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Buffleheads take two primary migration routes across North America. Those that live west of the Rockies migrate from Canada and Alaska to the Pacific during winter. Infrequently, the buffleheads will stay year-round in parts of Washington and Oregon.
Buffleheads that breed in Central and Eastern Canada move south and east. Their migration route takes them from Northern Canada past the Great Lakes.
From there, ducks choose to move to the coast or head south. They scout large bodies of water to feed and live along the coast for the winter.
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In the wild, the average lifespan of a bufflehead is 2.5 years. In 1973, an 18-year-old bufflehead was once caught and released in New York. Today, it’s still known as the oldest documented bufflehead. Pretty impressive for a duck!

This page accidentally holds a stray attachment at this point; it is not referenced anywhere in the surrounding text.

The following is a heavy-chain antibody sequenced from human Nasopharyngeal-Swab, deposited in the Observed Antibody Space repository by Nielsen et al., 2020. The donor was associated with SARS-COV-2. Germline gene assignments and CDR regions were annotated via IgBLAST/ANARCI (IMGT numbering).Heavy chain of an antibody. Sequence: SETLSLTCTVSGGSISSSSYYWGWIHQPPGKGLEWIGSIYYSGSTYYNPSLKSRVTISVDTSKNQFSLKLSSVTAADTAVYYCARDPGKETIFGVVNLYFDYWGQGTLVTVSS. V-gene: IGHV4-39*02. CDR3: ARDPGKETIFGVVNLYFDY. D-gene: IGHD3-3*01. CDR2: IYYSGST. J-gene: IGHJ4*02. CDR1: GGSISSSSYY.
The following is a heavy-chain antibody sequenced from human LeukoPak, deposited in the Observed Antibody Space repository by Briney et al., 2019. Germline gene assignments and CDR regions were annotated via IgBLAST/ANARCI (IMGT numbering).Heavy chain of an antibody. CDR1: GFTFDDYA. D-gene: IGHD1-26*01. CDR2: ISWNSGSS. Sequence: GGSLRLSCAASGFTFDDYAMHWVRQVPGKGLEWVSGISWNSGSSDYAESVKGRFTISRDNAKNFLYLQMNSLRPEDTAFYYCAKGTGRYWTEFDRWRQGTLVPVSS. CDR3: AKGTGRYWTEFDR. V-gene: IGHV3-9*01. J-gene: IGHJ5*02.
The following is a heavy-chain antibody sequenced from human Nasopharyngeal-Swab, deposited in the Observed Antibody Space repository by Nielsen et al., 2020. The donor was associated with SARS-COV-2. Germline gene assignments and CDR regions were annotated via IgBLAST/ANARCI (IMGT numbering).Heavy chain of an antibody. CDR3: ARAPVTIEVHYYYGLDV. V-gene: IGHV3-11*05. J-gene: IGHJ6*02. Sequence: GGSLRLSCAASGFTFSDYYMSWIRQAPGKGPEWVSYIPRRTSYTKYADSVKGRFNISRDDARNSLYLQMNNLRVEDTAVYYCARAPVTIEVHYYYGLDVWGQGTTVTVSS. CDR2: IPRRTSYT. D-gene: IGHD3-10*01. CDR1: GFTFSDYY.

The size of the bufflehead makes it easier prey than most other ducks. Their expected lifespan is also far shorter than a mallard or merganser.
Bufflehead ducklings are extra vulnerable to predation before they learn to dive. These factors combine to make the bufflehead’s lifespan among the shortest of any duck.
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Population & Conservation Status
The bufflehead currently has a conservation status of least concern. The species boasts an increasing 1.3 million ducks. Buffleheads have such a wide range across North America that they have no habitat scarcity.
The main threat to the species in the future would be habitat degradation. Deforestation could force them from their northern breeding grounds.
Habitat loss would also be exceptionally disruptive to the bufflehead. This is because pairs return to the same hatching grounds every year.
Many plants need vertebrates to disperse their seeds in new environments. Buffleheads do this for a variety of marsh plants. The seeds get stuck in their feathers and feet, and as the duck travels, they can grow in new locations.
Buffleheads prey on insects, isopods, mollusk, and crustacean species. Their diet helps maintain a natural population level. Raptors, owls, and minks all prey on the duck, performing the same role.